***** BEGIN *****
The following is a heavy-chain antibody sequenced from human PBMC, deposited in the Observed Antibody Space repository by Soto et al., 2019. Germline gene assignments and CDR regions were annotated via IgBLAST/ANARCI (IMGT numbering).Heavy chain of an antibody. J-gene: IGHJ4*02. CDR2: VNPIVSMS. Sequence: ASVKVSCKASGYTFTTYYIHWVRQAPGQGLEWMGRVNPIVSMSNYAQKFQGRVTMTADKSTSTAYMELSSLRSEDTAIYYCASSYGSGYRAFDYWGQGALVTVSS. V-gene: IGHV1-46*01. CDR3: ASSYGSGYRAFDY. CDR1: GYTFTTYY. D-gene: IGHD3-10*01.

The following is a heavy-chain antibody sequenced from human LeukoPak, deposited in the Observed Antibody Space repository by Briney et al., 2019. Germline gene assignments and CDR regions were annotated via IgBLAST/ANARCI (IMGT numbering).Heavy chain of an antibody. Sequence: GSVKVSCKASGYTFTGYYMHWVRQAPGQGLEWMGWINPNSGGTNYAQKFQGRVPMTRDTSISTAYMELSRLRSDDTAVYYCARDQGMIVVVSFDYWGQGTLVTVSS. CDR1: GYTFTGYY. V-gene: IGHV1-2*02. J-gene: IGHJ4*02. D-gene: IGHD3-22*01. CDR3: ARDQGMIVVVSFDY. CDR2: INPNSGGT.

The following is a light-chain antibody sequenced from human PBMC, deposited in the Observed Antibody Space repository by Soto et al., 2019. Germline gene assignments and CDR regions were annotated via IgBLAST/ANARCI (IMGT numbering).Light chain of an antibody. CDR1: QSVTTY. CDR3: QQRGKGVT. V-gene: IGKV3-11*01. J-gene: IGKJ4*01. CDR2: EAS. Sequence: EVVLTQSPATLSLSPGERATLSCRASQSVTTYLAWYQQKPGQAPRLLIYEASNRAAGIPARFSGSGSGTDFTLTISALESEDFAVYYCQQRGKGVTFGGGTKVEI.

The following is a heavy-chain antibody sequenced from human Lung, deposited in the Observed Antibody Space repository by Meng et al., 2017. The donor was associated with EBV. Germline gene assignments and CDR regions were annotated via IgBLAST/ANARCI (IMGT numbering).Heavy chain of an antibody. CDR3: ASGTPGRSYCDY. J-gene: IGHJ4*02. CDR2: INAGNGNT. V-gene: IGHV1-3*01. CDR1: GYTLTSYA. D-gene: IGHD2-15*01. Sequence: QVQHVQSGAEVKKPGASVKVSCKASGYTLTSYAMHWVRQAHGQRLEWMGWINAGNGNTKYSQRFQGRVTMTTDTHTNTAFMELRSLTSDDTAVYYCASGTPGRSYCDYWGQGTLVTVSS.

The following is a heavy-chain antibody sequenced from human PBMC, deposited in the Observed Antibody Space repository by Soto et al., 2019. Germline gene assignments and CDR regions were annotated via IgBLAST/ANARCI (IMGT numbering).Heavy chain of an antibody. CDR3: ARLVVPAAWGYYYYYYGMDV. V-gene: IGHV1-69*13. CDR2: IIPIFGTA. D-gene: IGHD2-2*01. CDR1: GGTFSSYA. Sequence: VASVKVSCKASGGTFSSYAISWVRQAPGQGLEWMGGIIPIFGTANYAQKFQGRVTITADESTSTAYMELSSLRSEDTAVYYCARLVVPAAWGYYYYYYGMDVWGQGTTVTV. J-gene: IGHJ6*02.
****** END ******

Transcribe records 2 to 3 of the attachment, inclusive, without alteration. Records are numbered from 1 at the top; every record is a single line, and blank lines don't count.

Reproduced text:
The following is a heavy-chain antibody sequenced from human LeukoPak, deposited in the Observed Antibody Space repository by Briney et al., 2019. Germline gene assignments and CDR regions were annotated via IgBLAST/ANARCI (IMGT numbering).Heavy chain of an antibody. Sequence: GSVKVSCKASGYTFTGYYMHWVRQAPGQGLEWMGWINPNSGGTNYAQKFQGRVPMTRDTSISTAYMELSRLRSDDTAVYYCARDQGMIVVVSFDYWGQGTLVTVSS. CDR1: GYTFTGYY. V-gene: IGHV1-2*02. J-gene: IGHJ4*02. D-gene: IGHD3-22*01. CDR3: ARDQGMIVVVSFDY. CDR2: INPNSGGT.

The following is a light-chain antibody sequenced from human PBMC, deposited in the Observed Antibody Space repository by Soto et al., 2019. Germline gene assignments and CDR regions were annotated via IgBLAST/ANARCI (IMGT numbering).Light chain of an antibody. CDR1: QSVTTY. CDR3: QQRGKGVT. V-gene: IGKV3-11*01. J-gene: IGKJ4*01. CDR2: EAS. Sequence: EVVLTQSPATLSLSPGERATLSCRASQSVTTYLAWYQQKPGQAPRLLIYEASNRAAGIPARFSGSGSGTDFTLTISALESEDFAVYYCQQRGKGVTFGGGTKVEI.